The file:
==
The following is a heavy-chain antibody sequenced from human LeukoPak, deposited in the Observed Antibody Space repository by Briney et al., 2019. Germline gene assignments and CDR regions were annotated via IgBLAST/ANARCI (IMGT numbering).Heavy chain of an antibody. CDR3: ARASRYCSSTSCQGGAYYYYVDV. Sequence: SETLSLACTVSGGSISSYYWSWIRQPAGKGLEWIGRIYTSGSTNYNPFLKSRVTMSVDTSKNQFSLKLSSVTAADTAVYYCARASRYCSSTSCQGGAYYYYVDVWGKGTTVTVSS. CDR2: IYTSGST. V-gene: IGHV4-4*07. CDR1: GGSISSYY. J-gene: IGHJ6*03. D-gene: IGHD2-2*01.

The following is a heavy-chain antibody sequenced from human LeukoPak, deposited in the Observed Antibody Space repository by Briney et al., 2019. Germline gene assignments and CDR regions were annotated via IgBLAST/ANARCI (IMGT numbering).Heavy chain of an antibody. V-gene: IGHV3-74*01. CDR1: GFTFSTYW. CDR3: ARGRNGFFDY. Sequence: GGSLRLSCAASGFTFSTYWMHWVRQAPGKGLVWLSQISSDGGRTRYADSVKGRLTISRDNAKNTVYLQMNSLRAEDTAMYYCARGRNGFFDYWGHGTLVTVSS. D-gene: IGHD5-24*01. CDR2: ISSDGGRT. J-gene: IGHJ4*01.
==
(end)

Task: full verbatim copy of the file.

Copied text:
The following is a heavy-chain antibody sequenced from human LeukoPak, deposited in the Observed Antibody Space repository by Briney et al., 2019. Germline gene assignments and CDR regions were annotated via IgBLAST/ANARCI (IMGT numbering).Heavy chain of an antibody. CDR3: ARASRYCSSTSCQGGAYYYYVDV. Sequence: SETLSLACTVSGGSISSYYWSWIRQPAGKGLEWIGRIYTSGSTNYNPFLKSRVTMSVDTSKNQFSLKLSSVTAADTAVYYCARASRYCSSTSCQGGAYYYYVDVWGKGTTVTVSS. CDR2: IYTSGST. V-gene: IGHV4-4*07. CDR1: GGSISSYY. J-gene: IGHJ6*03. D-gene: IGHD2-2*01.

The following is a heavy-chain antibody sequenced from human LeukoPak, deposited in the Observed Antibody Space repository by Briney et al., 2019. Germline gene assignments and CDR regions were annotated via IgBLAST/ANARCI (IMGT numbering).Heavy chain of an antibody. V-gene: IGHV3-74*01. CDR1: GFTFSTYW. CDR3: ARGRNGFFDY. Sequence: GGSLRLSCAASGFTFSTYWMHWVRQAPGKGLVWLSQISSDGGRTRYADSVKGRLTISRDNAKNTVYLQMNSLRAEDTAMYYCARGRNGFFDYWGHGTLVTVSS. D-gene: IGHD5-24*01. CDR2: ISSDGGRT. J-gene: IGHJ4*01.